by Emily Shea
The fear of being vulnerable is nothing compared to the happiness you’ll find with someone else.
Reaching out for love and support can be absolutely terrifying.
Whether you’ve avoided expressing your feelings to your significant other because you were afraid you’d seem weak, or you can’t come to terms with asking your parents for support because you don’t want to appear needy. This isn’t an uncommon feeling. I struggled with this for far too long.
For years I trained myself to keep my mouth shut and never reach out to someone for support. After my first year of college, I even found myself trapped in the depths of an eating disorder. This time, not only did I not want to speak up, but I really did not know how.
This feeling of being scared to open up to someone isn’t just for those dealing with a mental illness. Letting people in is not an easy process.
Often we find ourselves pushing our feelings aside, rationalizing it in our minds as if waiting for the right time to talk about something. The truth is, being vulnerable is scary. It puts us in unknown territory. We risk being rejected, attacked, laughed at or betrayed.
In reality, engaging in healthy, romantic relationships is necessary. For a long time, I thrived off of being independent. I gave super lovey-dovey couples dirty looks because, until became deeply committed to someone myself , I didn’t understand what it was like to share a bond of that nature.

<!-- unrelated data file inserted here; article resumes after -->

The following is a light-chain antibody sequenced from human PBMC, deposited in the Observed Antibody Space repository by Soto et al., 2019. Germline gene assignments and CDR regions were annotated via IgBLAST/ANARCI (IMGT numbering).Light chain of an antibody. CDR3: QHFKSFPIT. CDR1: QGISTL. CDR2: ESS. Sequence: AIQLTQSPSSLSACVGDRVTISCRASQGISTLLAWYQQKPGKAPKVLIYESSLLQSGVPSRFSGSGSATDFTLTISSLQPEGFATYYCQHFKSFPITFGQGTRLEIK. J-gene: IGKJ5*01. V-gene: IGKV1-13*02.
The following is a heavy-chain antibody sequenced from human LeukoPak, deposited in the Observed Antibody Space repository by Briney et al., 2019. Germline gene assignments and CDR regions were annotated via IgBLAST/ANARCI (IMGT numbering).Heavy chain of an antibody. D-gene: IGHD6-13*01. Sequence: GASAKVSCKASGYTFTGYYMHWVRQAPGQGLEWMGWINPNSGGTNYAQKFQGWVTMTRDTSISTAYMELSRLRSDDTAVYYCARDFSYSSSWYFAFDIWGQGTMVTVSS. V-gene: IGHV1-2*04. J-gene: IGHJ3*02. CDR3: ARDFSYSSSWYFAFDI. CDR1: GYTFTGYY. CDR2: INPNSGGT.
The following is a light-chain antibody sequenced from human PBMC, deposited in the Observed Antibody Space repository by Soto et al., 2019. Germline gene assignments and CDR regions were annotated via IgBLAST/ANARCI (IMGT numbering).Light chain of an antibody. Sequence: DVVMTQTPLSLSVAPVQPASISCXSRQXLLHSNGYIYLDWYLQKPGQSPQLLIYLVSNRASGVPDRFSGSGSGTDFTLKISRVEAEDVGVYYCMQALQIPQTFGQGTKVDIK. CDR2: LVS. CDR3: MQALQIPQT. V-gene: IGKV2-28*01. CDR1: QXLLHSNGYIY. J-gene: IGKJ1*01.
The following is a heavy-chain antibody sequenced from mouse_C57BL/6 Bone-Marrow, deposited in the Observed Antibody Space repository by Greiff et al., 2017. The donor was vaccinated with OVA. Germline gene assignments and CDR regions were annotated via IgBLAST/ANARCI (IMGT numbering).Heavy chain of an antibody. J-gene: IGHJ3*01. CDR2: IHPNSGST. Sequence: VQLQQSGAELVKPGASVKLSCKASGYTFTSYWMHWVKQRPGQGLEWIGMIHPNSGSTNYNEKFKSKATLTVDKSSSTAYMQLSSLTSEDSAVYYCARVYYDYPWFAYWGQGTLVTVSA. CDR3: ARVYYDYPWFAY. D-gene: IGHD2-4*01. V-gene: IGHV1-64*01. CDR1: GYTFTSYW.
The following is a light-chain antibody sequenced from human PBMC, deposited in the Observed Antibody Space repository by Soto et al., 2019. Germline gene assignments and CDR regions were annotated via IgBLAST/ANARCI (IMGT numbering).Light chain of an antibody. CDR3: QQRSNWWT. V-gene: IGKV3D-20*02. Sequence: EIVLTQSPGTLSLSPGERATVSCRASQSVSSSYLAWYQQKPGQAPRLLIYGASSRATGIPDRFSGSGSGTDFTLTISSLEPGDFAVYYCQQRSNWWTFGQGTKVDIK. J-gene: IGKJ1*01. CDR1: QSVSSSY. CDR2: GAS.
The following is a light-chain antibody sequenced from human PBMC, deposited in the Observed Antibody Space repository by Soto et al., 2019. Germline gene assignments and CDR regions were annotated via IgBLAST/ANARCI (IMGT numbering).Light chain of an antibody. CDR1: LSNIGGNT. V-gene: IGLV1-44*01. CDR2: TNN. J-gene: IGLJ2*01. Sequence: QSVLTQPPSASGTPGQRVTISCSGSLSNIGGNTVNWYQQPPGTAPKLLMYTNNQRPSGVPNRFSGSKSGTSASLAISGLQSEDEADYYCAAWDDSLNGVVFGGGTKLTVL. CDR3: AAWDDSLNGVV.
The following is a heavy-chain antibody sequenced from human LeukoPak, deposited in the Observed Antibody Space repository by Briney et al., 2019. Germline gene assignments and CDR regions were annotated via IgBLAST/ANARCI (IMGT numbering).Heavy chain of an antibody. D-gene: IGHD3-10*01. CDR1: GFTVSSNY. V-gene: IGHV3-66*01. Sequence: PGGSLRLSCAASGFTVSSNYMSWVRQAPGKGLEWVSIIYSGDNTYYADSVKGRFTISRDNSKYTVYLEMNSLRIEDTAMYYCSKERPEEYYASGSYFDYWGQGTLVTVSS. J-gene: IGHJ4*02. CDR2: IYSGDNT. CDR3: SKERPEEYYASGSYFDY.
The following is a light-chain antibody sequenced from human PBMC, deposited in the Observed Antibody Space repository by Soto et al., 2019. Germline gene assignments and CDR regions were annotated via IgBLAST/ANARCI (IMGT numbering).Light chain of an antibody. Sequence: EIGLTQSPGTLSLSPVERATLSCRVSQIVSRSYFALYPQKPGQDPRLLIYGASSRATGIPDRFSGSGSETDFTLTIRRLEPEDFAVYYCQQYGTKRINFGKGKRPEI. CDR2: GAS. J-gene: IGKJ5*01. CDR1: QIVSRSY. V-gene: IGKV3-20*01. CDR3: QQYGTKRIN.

When I did open up, I was relieved. I fought with myself for so long, telling myself that if I opened up, I’d be perceived as weak. How idiotic is that?
Don’t get me wrong. Even after opening up to my significant other and putting my trust in him, vulnerability terrifies me.
Despite this, I’ve learned making yourself vulnerable is necessary if you want to have healthy relationships. Often, I catch myself holding in my emotions, afraid to speak up because I don’t want to be perceived as a ‘stupid, emotional girl.’
How do I fix this? I open my mouth and say what I need to say. Yes, it’s scary, but I’ve discovered if I express myself, I feel a lot better.
I’m not going to waste your time by listing study after scientific study that suggests having social bonds and romantic relationships is essential for living a longer, happier life.
The reality is, the only way you’ll understand how important it is to make yourself vulnerable is by actually doing it. You can’t expect yourself to have a healthy romantic relationship or even a strong friendship if you are not completely honest and open with someone.
The bottom line: allow yourself to be vulnerable. Stop trapping your thoughts, feelings and emotions inside your head. Open up to the person you’ve been holding back on. Once you do, the bond that forms will be irreplaceable.
Most importantly, the fear of being vulnerable is nothing compared to the love you’ll receive in return.